response to treatment with b2-agonists and/or inhaled
(2) Children with possible asthma (defined as at least
corticosteroids was demanded for the diagnosis of asthma.
one confirmatory answer to questions about wheeze,coughing episodes apart from during colds, breathing
problems or reduced physical activity within the last
Reference equations were generated through multiple
linear regression analysis assessing the relationship
(3) Children with no respiratory symptoms within the
between the spirometric indices and the explanatory
variables height, weight and gender in the healthysubpopulation. Since all children were the same age,
Children in the first two groups were submitted to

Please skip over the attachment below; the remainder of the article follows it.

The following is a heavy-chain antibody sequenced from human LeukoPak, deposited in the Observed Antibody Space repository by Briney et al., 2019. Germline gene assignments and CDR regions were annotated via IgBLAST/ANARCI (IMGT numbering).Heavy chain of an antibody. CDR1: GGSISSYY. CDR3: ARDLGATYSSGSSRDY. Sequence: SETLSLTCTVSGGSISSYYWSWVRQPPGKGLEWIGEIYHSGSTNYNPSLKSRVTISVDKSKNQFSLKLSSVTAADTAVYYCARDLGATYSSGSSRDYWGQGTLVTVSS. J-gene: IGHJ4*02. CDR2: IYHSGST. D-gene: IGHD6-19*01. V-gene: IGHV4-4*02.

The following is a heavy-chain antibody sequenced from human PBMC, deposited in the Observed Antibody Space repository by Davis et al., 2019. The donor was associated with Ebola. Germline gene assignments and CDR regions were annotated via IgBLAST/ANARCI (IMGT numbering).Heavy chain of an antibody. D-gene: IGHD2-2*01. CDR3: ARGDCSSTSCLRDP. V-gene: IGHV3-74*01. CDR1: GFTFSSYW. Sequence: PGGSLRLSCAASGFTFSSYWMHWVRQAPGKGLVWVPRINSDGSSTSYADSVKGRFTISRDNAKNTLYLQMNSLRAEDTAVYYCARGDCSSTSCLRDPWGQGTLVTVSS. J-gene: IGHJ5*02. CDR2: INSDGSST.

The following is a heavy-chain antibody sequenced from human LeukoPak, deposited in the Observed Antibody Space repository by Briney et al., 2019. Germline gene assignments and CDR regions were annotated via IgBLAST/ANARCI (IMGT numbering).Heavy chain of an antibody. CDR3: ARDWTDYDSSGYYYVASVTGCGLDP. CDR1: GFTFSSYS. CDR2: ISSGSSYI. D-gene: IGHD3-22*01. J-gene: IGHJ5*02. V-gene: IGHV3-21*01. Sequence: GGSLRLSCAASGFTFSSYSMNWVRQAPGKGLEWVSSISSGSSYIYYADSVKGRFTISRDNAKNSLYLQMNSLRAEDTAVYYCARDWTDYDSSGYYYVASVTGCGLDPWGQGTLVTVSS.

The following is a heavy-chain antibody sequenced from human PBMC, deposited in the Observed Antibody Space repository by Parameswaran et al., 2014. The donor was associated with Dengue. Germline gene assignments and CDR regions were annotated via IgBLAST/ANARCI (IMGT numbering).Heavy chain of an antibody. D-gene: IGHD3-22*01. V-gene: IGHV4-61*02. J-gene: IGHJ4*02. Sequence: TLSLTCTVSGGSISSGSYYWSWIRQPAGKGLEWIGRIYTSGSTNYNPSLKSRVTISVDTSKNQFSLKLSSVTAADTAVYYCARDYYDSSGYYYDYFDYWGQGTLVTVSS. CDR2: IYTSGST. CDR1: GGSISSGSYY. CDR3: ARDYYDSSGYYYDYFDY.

inclusion of that variable added no information. Linear
bronchodilator testing irrespective of their baseline lung
relationships between dependent and explanatory varia-
function. A control group chosen randomly as every
bles showed the best correlations (compared to quadratic,
eighth child examined with no previous respiratory
logarithmic and exponential models) evaluated by the
disease or symptoms (apart from during colds) was
explained fraction of variance (i.e., the adjusted R2) and
submitted to bronchodilator testing. Four doses of
the distribution of residuals. Regression coefficients were
Bricanyl1, AstraZeneca (0.25 mg/dose) were admini-
regarded significant when P < 0.05. The 95% prediction
stered to the child via NES-spacer1 after baseline testing
intervals were calculated as Æ2 RMSE (root mean squared
and spirometric measurements repeated 15 min later.
error) from the regression line. Z-scores defined as